On the approach to the so-called Podul Prieteniei (Friendship Bridge) which links the Romanian city of Giurgiu with its Bulgarian counterpart Ruse across the Danube are two white columns. The column on the left is engraved with the year 1952, the one on the right 1954. The dates signify the beginning and end of the bridge’s construction: the 2.8 kilometre bridge took just over two years to complete, opening in the presence of Gheorghe Gheorghiu-Dej and Todor Zhivkov on June 21st, 1954.
For the next 59 years the Podul Prieteniei was the only bridge across the Danube linking Romania and Bulgaria. In those days of course, before Romanians were free to holiday where they like, traffic was limited to lorries carrying goods, occassionally joined by the odd Australian driving a camper van to Kabul.
A new bridge, between Calafat and Vidin, opened in 2013, a mere 14 years after construction began (it no longer takes two years to build a bridge in these parts).
Alas, both Calafat and Vidin are in the proverbial middle of nowhere, and until either is linked to civilisation by a motorway the bridge is fundamentally useless. The majority of traffic between Romania and Bulgaria still uses the old Giurgiu-Ruse bridge.
And these days there is a huge amount of traffic, not least at this time of year as half of Romania packs its bags and heads for Greece.
That would not be a huge issue, even on the single-carriage way Podul Prieteniei, if the bridge was fully operational. It isn’t, and hasn’t been for some time.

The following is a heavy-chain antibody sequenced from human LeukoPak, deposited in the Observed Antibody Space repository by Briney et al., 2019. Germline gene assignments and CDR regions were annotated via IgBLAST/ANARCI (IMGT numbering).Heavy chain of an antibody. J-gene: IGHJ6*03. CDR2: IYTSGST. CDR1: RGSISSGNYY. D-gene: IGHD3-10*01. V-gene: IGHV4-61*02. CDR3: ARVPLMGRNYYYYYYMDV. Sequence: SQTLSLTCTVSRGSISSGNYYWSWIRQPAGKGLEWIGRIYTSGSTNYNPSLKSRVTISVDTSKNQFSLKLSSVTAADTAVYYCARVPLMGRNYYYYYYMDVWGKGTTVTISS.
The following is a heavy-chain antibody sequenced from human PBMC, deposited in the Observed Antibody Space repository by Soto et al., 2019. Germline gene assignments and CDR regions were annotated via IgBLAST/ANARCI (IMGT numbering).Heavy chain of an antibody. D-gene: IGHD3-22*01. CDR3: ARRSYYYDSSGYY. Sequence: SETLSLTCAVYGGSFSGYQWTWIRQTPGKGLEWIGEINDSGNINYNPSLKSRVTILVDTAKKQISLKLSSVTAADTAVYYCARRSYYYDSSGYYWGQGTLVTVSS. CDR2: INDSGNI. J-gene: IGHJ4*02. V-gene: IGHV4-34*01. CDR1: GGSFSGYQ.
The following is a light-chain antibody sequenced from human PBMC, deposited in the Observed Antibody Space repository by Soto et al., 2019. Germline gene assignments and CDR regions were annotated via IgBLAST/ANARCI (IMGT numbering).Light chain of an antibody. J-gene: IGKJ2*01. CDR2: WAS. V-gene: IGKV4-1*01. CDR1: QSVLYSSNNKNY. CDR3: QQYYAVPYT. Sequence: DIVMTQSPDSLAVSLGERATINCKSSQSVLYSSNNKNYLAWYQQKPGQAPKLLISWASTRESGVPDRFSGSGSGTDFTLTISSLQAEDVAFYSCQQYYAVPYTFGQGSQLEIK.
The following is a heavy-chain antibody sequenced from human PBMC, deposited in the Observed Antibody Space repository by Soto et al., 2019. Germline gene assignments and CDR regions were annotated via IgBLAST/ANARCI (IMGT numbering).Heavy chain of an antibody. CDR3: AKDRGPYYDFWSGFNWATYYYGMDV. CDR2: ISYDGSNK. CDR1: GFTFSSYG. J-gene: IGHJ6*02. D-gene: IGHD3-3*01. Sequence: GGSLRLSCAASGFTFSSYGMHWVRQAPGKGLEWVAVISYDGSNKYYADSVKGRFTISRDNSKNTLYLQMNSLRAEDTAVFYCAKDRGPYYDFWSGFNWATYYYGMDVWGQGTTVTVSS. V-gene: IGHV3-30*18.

Repairs to the road surface and to a hydraulic mechanism that can be raised to lift part of the bridge, allowing taller vessels to pass underneath, have now been ongoing for almost two years.
In the same amount of time it took to build the damn thing from scratch, today’s engineering giants have been unable to complete some simple repairs.
As such, crossing the bridge takes hours. About two hours, unless you are there before six in the morning (as we were a couple of weeks ago), in which case you might be done in under an hour if the wind is blowing in the right direction.
Coming back from Greece this week we arrived at Ruse around 4pm, fearing the worst. Amazingly, we were over the bridge in half an hour. That, unfortunately, was only the beginning.
Of several passport lanes available, just two were open. It took more than an hour to get through.
Welcome to Romania.